journal = "American Scientist",
issn = "0003-0996",
publisher = "Sigma Xi, Scientific Research Society",

}

Shipman, PL 2000, 'Doubting dmanisi' American Scientist, vol. 88, no. 6, pp. 491-494. https://doi.org/10.1511/2000.41.3359

Doubting dmanisi. / Shipman, Patty Lee.

In: American Scientist, Vol. 88, No. 6, 01.01.2000, p. 491-494.

Research output: Contribution to specialist publicationArticle

TY - GEN

T1 - Doubting dmanisi

AU - Shipman, Patty Lee

PY - 2000/1/1

Y1 - 2000/1/1

N2 - Why are some discoveries welcomed, whereas others are received with skepticism? I am prompted to ask this by recent developments in paleoanthropology. On the face of things, the story is an old one: International team finds startling new fossil human, oldest of its type in the region; experts agog. The catch is that the new find now being hailed merely echoes an earlier one in the same place, by many of the same researchers-but the early find was received with a 'wait and see' attitude, if not outright disbelief. What makes the difference? This episode offers an important lesson about how science is done. When we scrutinize a colleague's work, we try to make an objective judgment. We evaluate the work against the holy grails of Replicability and Causality, but these are largely unattainable goals, at least for those working with fossils. Like most scientists, we tend to accord an extra dollop of credibility to studies conducted by colleagues known to have done reputable work. But should the work of the young or the less known be held to higher standards than that of the great matriarchs and silverbacked males of the field? Skepticism is a cheap stance to adopt, for it is easier to cast doubt than to substantiate, especially if new techniques and new paradigms must be forged along the way. Science is a process of discovery, not confirmation. Let us allow for the occasional, delicious surprise that makes us rethink all we thought we knew.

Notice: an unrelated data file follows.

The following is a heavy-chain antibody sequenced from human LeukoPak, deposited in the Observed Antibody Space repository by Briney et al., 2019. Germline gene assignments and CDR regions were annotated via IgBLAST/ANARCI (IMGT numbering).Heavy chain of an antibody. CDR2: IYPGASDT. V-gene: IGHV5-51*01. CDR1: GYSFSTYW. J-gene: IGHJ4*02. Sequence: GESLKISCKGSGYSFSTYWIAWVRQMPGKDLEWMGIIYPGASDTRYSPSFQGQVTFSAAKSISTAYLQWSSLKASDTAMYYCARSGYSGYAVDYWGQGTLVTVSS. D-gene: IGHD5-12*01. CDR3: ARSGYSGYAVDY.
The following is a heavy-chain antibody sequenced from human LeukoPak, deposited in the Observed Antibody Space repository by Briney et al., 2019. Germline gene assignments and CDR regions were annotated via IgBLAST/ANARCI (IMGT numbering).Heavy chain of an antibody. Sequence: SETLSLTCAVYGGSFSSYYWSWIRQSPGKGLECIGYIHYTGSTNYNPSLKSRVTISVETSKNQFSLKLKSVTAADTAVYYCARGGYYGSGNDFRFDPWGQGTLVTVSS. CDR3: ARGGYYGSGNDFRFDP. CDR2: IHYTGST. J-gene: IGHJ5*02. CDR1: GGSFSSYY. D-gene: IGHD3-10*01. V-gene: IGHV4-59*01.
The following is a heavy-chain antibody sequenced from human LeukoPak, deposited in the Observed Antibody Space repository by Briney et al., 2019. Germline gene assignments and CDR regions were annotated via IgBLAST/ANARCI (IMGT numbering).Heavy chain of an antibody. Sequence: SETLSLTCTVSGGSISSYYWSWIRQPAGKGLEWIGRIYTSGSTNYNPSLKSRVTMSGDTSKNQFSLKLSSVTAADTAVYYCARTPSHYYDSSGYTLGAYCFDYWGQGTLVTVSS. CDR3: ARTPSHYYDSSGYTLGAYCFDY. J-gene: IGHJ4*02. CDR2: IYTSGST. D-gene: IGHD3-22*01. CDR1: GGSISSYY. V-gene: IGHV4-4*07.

AB - Why are some discoveries welcomed, whereas others are received with skepticism? I am prompted to ask this by recent developments in paleoanthropology. On the face of things, the story is an old one: International team finds startling new fossil human, oldest of its type in the region; experts agog. The catch is that the new find now being hailed merely echoes an earlier one in the same place, by many of the same researchers-but the early find was received with a 'wait and see' attitude, if not outright disbelief. What makes the difference? This episode offers an important lesson about how science is done. When we scrutinize a colleague's work, we try to make an objective judgment. We evaluate the work against the holy grails of Replicability and Causality, but these are largely unattainable goals, at least for those working with fossils. Like most scientists, we tend to accord an extra dollop of credibility to studies conducted by colleagues known to have done reputable work. But should the work of the young or the less known be held to higher standards than that of the great matriarchs and silverbacked males of the field? Skepticism is a cheap stance to adopt, for it is easier to cast doubt than to substantiate, especially if new techniques and new paradigms must be forged along the way. Science is a process of discovery, not confirmation. Let us allow for the occasional, delicious surprise that makes us rethink all we thought we knew.

UR - http://www.scopus.com/inward/record.url?scp=0033710833&partnerID=8YFLogxK

UR - http://www.scopus.com/inward/citedby.url?scp=0033710833&partnerID=8YFLogxK

U2 - 10.1511/2000.41.3359

DO - 10.1511/2000.41.3359

M3 - Article

VL - 88

SP - 491

EP - 494

JO - American Scientist

JF - American Scientist

SN - 0003-0996

ER -